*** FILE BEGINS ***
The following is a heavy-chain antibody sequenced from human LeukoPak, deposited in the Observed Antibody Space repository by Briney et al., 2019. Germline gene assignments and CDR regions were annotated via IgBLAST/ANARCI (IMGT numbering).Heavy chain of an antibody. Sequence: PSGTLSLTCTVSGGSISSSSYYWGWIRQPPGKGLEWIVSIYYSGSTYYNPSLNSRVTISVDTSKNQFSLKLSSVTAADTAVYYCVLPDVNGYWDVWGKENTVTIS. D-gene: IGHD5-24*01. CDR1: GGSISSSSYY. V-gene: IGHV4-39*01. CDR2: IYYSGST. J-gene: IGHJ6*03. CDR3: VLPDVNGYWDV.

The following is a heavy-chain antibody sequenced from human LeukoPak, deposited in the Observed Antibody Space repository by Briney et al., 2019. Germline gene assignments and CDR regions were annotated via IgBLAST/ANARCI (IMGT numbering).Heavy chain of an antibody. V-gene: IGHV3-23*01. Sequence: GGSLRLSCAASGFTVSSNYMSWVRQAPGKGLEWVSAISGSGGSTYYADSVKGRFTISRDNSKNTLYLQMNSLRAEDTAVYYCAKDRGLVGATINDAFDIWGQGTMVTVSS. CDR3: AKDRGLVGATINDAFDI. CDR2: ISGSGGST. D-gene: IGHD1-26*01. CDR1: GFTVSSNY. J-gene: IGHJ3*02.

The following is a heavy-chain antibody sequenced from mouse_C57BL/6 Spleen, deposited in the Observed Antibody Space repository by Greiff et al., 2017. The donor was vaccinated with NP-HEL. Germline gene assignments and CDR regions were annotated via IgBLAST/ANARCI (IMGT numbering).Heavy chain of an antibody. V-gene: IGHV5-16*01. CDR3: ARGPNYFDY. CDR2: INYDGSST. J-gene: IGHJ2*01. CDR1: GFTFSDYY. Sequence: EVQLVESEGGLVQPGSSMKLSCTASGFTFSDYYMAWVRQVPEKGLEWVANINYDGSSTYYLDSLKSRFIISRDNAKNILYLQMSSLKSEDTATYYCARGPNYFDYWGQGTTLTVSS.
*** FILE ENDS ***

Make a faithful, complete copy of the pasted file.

The following is a heavy-chain antibody sequenced from human LeukoPak, deposited in the Observed Antibody Space repository by Briney et al., 2019. Germline gene assignments and CDR regions were annotated via IgBLAST/ANARCI (IMGT numbering).Heavy chain of an antibody. Sequence: PSGTLSLTCTVSGGSISSSSYYWGWIRQPPGKGLEWIVSIYYSGSTYYNPSLNSRVTISVDTSKNQFSLKLSSVTAADTAVYYCVLPDVNGYWDVWGKENTVTIS. D-gene: IGHD5-24*01. CDR1: GGSISSSSYY. V-gene: IGHV4-39*01. CDR2: IYYSGST. J-gene: IGHJ6*03. CDR3: VLPDVNGYWDV.

The following is a heavy-chain antibody sequenced from human LeukoPak, deposited in the Observed Antibody Space repository by Briney et al., 2019. Germline gene assignments and CDR regions were annotated via IgBLAST/ANARCI (IMGT numbering).Heavy chain of an antibody. V-gene: IGHV3-23*01. Sequence: GGSLRLSCAASGFTVSSNYMSWVRQAPGKGLEWVSAISGSGGSTYYADSVKGRFTISRDNSKNTLYLQMNSLRAEDTAVYYCAKDRGLVGATINDAFDIWGQGTMVTVSS. CDR3: AKDRGLVGATINDAFDI. CDR2: ISGSGGST. D-gene: IGHD1-26*01. CDR1: GFTVSSNY. J-gene: IGHJ3*02.

The following is a heavy-chain antibody sequenced from mouse_C57BL/6 Spleen, deposited in the Observed Antibody Space repository by Greiff et al., 2017. The donor was vaccinated with NP-HEL. Germline gene assignments and CDR regions were annotated via IgBLAST/ANARCI (IMGT numbering).Heavy chain of an antibody. V-gene: IGHV5-16*01. CDR3: ARGPNYFDY. CDR2: INYDGSST. J-gene: IGHJ2*01. CDR1: GFTFSDYY. Sequence: EVQLVESEGGLVQPGSSMKLSCTASGFTFSDYYMAWVRQVPEKGLEWVANINYDGSSTYYLDSLKSRFIISRDNAKNILYLQMSSLKSEDTATYYCARGPNYFDYWGQGTTLTVSS.